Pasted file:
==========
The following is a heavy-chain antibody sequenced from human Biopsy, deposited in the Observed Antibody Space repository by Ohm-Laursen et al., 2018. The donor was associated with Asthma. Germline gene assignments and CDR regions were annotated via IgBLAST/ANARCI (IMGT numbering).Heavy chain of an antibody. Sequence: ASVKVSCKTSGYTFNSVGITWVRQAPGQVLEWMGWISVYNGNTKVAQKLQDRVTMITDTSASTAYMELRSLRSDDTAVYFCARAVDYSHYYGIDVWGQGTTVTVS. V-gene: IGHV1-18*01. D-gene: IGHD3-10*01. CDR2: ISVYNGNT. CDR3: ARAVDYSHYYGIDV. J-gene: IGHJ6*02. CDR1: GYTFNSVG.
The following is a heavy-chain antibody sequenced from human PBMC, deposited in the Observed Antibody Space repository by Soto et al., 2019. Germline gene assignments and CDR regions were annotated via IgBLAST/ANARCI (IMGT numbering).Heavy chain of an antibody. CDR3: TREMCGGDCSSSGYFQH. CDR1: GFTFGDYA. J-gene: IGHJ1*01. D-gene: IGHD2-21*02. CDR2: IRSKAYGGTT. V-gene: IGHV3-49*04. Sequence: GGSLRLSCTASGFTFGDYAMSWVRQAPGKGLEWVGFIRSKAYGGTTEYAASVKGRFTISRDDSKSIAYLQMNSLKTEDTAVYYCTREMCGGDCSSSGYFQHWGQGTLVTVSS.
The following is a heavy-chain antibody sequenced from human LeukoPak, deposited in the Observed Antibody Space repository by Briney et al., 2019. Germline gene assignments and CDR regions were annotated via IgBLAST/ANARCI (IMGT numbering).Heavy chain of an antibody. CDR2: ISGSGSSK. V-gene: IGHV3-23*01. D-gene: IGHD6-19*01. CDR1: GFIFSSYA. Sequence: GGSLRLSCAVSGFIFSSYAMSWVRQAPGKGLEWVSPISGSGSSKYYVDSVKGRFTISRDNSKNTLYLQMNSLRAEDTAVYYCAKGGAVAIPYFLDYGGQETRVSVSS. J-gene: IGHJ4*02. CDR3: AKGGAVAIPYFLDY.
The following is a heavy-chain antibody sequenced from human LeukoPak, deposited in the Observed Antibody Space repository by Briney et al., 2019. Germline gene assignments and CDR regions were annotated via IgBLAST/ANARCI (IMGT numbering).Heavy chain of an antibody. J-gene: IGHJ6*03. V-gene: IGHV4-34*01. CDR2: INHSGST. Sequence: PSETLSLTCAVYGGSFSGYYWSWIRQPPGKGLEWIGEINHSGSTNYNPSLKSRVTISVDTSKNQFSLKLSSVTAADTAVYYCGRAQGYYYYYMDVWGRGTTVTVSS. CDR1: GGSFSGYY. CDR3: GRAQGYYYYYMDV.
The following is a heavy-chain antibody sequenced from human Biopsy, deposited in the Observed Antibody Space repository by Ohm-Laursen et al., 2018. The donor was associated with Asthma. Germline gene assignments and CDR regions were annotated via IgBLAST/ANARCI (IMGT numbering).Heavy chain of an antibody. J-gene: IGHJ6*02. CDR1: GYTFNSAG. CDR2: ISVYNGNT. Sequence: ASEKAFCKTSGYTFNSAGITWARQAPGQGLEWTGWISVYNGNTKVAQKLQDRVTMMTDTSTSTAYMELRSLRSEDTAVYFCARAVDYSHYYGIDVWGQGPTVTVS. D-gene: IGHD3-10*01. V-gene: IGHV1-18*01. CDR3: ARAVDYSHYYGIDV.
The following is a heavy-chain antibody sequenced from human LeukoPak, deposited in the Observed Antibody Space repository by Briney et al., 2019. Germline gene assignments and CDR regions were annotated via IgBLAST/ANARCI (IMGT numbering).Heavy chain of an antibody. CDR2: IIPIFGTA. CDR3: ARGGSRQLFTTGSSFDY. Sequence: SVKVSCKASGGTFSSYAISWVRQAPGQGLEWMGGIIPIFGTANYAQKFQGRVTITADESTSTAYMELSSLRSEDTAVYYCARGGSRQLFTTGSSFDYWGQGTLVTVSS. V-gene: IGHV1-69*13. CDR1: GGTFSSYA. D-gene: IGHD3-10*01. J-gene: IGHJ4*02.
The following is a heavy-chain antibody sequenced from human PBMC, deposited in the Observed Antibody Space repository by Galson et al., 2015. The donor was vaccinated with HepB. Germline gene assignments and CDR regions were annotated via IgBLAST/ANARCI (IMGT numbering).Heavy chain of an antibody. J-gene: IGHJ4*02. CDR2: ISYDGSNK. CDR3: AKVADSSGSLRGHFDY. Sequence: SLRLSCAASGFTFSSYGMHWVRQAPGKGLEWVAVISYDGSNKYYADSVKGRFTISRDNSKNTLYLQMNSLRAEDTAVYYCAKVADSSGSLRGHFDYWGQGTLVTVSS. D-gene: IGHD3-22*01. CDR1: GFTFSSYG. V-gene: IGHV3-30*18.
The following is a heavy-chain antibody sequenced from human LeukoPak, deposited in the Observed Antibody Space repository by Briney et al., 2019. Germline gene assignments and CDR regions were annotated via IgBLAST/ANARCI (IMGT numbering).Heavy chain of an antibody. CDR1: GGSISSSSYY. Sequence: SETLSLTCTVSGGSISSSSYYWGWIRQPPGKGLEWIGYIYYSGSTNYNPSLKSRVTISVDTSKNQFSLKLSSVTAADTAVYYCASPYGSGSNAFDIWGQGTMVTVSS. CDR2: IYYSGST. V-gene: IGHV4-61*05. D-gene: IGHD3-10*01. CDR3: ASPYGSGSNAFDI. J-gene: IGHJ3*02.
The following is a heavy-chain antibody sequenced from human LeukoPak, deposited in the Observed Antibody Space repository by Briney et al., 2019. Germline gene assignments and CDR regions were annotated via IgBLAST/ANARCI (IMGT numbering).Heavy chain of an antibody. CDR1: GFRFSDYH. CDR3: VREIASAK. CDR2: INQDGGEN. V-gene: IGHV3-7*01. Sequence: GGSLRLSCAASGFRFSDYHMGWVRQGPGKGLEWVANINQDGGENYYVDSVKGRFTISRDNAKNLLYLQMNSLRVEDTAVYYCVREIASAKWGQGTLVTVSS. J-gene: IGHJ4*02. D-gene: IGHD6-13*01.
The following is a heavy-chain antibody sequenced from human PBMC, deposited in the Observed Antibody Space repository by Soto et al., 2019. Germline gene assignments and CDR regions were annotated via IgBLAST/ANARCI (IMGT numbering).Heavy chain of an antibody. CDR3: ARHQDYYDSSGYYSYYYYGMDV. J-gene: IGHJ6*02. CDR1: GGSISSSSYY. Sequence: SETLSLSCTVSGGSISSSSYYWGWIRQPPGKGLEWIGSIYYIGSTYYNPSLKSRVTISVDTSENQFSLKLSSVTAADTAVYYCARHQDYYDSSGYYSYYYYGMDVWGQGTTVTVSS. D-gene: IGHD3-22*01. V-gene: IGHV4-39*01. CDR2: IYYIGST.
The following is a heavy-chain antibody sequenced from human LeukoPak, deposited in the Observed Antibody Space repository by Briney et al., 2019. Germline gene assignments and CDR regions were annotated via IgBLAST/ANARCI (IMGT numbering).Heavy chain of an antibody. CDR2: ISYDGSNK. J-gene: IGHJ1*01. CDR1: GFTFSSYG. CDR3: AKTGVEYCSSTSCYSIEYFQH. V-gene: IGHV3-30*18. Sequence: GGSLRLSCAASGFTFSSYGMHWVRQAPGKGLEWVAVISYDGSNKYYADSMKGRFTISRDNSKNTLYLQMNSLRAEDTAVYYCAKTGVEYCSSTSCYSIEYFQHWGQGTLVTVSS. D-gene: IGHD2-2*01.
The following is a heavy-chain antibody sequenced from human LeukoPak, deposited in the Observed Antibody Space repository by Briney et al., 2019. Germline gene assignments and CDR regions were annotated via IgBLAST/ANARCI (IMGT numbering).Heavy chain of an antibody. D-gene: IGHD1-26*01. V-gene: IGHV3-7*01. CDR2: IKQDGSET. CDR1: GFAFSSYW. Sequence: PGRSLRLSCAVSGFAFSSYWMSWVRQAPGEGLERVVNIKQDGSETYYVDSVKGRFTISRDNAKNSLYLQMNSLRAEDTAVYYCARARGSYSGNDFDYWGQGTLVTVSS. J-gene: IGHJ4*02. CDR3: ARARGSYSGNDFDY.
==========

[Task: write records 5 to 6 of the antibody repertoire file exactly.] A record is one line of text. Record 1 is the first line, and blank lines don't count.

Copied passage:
The following is a heavy-chain antibody sequenced from human Biopsy, deposited in the Observed Antibody Space repository by Ohm-Laursen et al., 2018. The donor was associated with Asthma. Germline gene assignments and CDR regions were annotated via IgBLAST/ANARCI (IMGT numbering).Heavy chain of an antibody. J-gene: IGHJ6*02. CDR1: GYTFNSAG. CDR2: ISVYNGNT. Sequence: ASEKAFCKTSGYTFNSAGITWARQAPGQGLEWTGWISVYNGNTKVAQKLQDRVTMMTDTSTSTAYMELRSLRSEDTAVYFCARAVDYSHYYGIDVWGQGPTVTVS. D-gene: IGHD3-10*01. V-gene: IGHV1-18*01. CDR3: ARAVDYSHYYGIDV.
The following is a heavy-chain antibody sequenced from human LeukoPak, deposited in the Observed Antibody Space repository by Briney et al., 2019. Germline gene assignments and CDR regions were annotated via IgBLAST/ANARCI (IMGT numbering).Heavy chain of an antibody. CDR2: IIPIFGTA. CDR3: ARGGSRQLFTTGSSFDY. Sequence: SVKVSCKASGGTFSSYAISWVRQAPGQGLEWMGGIIPIFGTANYAQKFQGRVTITADESTSTAYMELSSLRSEDTAVYYCARGGSRQLFTTGSSFDYWGQGTLVTVSS. V-gene: IGHV1-69*13. CDR1: GGTFSSYA. D-gene: IGHD3-10*01. J-gene: IGHJ4*02.